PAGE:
When you get to the end of your Raleigh International experience, you get advised to stay in touch. Not just with the charity, but with the people you've just spent 10 intense weeks with. People who were complete strangers at the start, but soon became family. Family you cooked meals with, family you sometimes went hungry with. Family you slept next to on the floor, in a tent, or used the same tree to hang your hammock. Family you dug holes for your toilets with, family who poured water over your hair to wash it thoroughly on the rare occasion there was enough spare water. Family you showed bug bites to, new grazes, strange rashes. Family who saw you at your absolute worst, exhausted, homesick, teary, tired, cranky—and family who saw you at your absolute best, conquering whatever nature and rural environments threw your way, overcoming problems and working as an integral part of a team.
And then you reach the end and suddenly this "family" is gone and no one else can understand what you went through apart from your Raleigh family. I went through this twice in a row. I finished my Nepal expedition and went almost straight into a Borneo expedition. I suppose Borneo could have been seen as a rebound, a hair of the dog, but it wasn't. Even as I made just as amazing friends in Borneo, my heart still ached for the familiar faces of Nepal, and Nepal in general. And so come September when I said goodbye again, I realized I wouldn't be content with being away from people I loved. I needed to go home, and there was no shame in admitting that.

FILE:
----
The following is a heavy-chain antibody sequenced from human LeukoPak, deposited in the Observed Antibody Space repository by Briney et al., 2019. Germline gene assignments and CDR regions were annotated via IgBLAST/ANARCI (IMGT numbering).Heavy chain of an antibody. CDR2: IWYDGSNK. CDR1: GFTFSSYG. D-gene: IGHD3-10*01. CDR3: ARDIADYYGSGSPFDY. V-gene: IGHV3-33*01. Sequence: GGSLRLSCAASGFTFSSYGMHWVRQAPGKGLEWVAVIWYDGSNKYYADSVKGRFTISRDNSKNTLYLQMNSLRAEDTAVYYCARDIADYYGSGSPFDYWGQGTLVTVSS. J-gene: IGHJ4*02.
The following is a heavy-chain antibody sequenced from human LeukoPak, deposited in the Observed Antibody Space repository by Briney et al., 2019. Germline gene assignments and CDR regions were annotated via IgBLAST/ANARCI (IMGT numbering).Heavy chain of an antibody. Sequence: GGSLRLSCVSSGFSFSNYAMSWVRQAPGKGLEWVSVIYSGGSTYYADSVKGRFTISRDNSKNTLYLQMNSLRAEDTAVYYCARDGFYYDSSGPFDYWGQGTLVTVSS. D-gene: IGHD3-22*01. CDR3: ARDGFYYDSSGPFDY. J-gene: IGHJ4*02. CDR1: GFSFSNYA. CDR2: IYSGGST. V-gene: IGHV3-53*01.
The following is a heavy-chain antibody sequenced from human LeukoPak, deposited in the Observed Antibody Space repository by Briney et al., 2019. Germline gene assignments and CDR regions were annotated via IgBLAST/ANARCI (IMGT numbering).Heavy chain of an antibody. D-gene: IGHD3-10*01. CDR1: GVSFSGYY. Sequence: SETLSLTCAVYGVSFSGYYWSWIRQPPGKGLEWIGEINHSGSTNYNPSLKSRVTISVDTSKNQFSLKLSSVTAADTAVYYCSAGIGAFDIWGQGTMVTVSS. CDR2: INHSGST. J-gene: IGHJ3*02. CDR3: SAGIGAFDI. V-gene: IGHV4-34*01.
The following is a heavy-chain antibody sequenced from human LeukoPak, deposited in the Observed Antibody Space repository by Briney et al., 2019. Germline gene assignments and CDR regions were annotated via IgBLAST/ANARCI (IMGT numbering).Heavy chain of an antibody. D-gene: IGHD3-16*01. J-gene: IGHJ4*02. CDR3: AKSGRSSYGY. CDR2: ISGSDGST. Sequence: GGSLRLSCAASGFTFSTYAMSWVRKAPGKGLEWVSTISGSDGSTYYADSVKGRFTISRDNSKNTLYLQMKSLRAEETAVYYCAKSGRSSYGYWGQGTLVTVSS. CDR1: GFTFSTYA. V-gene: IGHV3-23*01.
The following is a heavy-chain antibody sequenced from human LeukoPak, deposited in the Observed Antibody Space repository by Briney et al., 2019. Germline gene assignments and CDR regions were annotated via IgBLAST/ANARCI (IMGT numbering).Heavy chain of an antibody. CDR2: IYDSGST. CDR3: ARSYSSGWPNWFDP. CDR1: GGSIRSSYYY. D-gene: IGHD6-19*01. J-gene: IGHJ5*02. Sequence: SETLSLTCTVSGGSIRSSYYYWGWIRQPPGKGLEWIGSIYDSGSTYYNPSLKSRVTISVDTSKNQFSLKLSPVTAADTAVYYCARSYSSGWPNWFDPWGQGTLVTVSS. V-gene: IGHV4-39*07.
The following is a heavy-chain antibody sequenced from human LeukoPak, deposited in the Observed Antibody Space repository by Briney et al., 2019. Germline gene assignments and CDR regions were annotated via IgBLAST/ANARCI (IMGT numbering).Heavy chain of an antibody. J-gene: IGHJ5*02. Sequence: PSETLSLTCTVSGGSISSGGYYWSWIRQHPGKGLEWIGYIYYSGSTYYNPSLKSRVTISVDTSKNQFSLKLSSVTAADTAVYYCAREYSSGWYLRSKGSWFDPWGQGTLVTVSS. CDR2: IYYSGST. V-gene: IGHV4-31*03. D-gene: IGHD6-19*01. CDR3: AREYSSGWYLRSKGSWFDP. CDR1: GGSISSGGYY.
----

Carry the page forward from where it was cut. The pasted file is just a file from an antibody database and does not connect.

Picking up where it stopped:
It would have be easy to carry on volunteering and seeing the world. But I needed to go home and there was no shame in admitting that.
All this is a very long winded way of saying how important it is to be in touch with where your emotions and thoughts are stemming from. It would have been easy—perhaps easier—to carry on volunteering, backpacking and seeing the world. I enjoy making new friends and I'm comfortable with being a nomad, but sometimes it's okay to say, "You know what? I just want a hug from my family."
And so, I came back and predictably started thinking about the next escape. But this time, rather than get carried away with the romantic notion of travelling, I've decided to question these thoughts of going abroad. What is the feeling behind these thoughts? What's driven them to the surface? I'm giving myself space and time to pinpoint why I volunteered abroad in the first place and what it was about my experience that made my days there so full of meaning.
Nelson Mandela once said, "There is nothing like returning to a place that remains unchanged to find the ways in which you yourself have altered" and that discovery of self-growth is an adventure in itself.
There's still way more to figure out and its a constant battle between the side of me that knows this is the healthy thing to do and the other side that craves adventure. By no means would I try to deter anyone wanting to volunteer abroad. It's a wonderful thing to do and you'll learn many things about yourself.
But I speak to those like me who are feeling a bit lost, hoping that travel would fill the hole only to discover its far deeper than they thought. Don't be afraid to sit down with a pen and paper and write down what makes you feel happy and gives your life meaning. You wouldn't pressure anyone else to be constantly chasing the next adventure, so why do it to yourself? Give yourself some time, and more importantly, allow yourself to enjoy that time.Add this article to your reading list